With the passing of the Veterans Appeals Improvement and Modernization Act of 2017, the U.S. Department of Veterans Affairs made a concerted effort to make the VA disability appeal process more streamlined, modern, and user-friendly for those who need to engage in it. If you’re in the process of applying for VA benefits, or you already are involved in the appeal process, there are several key facts about the changes to the process that may help you be successful with your claim.

5 Facts About the Appeals Modernization Act

  1. Veterans choose how to appeal
  2. Veterans keep their effective date
  3. VA provides appeals status tracker
  4. Decisions and notifications come more quickly
  5. Resources are available to learn

The Veterans Appeals Improvement and Modernization Act of 2017, officially implemented in February of 2019, intends to give veterans more voice and control over VA disability claims decisions that result in disagreement. The revamped VA appeal process seeks to more quickly provide veterans with both information and decisions regarding their claims.

This act represents collaboration among the U.S. Department of Veterans Affairs, Congress, and Veteran Service Organizations to help meet some of the appeals-related needs identified by veterans. We’ve outlined below everything you need to understand the new process and how it can work to your benefit when appealing a VA disability claim denial.

What is Appeals Modernization?

The short answer is that appeals modernization is a revamping of the way appeals are submitted and reviewed to make it more modern and streamlined. Recognizing the cumbersome and often frustrating nature of the VA disability appeal process, the Veterans Appeals Improvement and Modernization Act of 2017, known more commonly as the Appeals Modernization Act, established a completely restructured process for filing and tracking the appeal of a VA claim denial. This new decision review process allows for faster decisions, improved delivery of VA benefits, and a better user experience for veterans and their families.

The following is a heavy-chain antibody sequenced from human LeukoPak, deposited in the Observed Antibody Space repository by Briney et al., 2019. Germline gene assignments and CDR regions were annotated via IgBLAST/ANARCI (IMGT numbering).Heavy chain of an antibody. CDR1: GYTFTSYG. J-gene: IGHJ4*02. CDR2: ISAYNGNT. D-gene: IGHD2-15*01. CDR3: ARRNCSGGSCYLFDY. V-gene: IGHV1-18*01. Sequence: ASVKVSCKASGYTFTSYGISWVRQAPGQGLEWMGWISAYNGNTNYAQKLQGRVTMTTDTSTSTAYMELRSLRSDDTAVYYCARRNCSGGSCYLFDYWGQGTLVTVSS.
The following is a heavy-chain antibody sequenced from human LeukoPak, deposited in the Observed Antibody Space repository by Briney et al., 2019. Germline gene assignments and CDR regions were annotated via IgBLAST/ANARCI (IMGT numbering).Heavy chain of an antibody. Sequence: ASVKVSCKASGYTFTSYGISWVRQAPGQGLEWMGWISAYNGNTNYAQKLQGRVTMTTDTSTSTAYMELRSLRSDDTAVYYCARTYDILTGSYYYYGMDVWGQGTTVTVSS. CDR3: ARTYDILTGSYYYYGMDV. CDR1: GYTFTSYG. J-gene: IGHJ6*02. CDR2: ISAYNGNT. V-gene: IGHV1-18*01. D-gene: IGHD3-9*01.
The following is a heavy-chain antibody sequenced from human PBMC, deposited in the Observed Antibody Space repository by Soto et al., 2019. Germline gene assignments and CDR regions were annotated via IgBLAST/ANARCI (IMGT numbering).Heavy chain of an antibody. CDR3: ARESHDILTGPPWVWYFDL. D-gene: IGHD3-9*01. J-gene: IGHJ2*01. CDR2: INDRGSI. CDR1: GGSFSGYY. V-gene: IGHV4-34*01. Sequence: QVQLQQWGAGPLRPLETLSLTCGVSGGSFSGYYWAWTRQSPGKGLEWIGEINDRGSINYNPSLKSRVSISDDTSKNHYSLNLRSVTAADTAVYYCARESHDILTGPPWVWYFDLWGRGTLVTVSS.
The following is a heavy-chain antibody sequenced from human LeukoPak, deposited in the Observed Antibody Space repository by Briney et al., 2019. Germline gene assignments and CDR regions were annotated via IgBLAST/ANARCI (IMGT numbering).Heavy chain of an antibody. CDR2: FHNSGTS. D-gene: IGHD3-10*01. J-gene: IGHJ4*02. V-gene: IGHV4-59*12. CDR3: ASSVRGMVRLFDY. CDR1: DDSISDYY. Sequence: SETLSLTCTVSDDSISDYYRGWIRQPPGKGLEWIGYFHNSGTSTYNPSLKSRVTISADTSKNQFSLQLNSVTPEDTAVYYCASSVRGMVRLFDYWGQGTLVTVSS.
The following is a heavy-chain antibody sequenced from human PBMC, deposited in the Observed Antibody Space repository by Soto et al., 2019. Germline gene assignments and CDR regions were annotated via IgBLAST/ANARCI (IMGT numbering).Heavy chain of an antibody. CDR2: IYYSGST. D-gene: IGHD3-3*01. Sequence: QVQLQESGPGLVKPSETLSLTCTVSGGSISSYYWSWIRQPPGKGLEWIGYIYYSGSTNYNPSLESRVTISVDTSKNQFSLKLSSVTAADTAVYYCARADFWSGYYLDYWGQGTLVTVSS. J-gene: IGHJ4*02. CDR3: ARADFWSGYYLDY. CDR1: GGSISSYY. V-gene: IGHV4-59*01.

All communications are written in plain language, and veterans have much more control over how the process unfolds. Overall, the process is designed to be more timely and fair than the previous review process, and it also results in a more transparent experience for veterans. Let’s talk about how.

5 Facts About the Appeals Modernization Act

Now let’s take a more detailed look into some of the key facts about the new modernized process for appealing VA disability claim denials.

1. Veterans Choose How To Appeal

Under the new process, eligible veterans have three options when it comes to choosing how they’d like their VA disability appeal to move forward.

Option 1

Your first choice is to put your claim in the higher-level review lane, which entails your claim being reviewed by a more senior claims adjustor and generally results in a new claim decision within 125 days.

This process essentially is a brand new review by someone with more seniority and experience than the reviewer who rendered the rating decision on your original claim. With this type of review, you will not be allowed to submit any additional evidence or documentation, and the previous VA decision regarding your claim will only be overturned if the adjustor determines that there is a substantial difference of opinion between reviewers or there is a clear and unmistakable error in how your original claim was reviewed.

At this point, the new reviewer may send your claim back down to your regional office for correction. You and/or your Veterans Service Officer or qualified veterans disability attorney can request an informal telephone call to discuss specific issues with your claim’s review at this point. This is a good option for you if you don’t have any new medical evidence in your possession, but you believe an error of fact or judgment was made in your initial review. If this higher-level review finds that there was a mistake in judgment in your original claim decision, it will send your claim back down to your regional office for correction.

Option 2

With the second option, you can choose to submit a supplemental claim, which means that you are allowed to provide additional and/or new medical evidence or documentation that could help strengthen your claim. The VA will even offer assistance in helping you identify and locate the information you need. This is the ideal option if you have additional medical evidence that was not available when you submitted your initial claim. But note that this additional evidence must be deemed by the VA as both new and relevant to your original claim.

This is a new standard, meant to be more flexible than the VA’s previous standard of new and material. New simply means that the evidence wasn’t available earlier in the process, and relevant means that it must clearly either support or refute an element of your original claim. Choosing this option allows you to present a more comprehensive snapshot of your condition, which could affect the VA’s ultimate rating decision. Those who choose this option typically receive a final decision within 125 days.

Option 3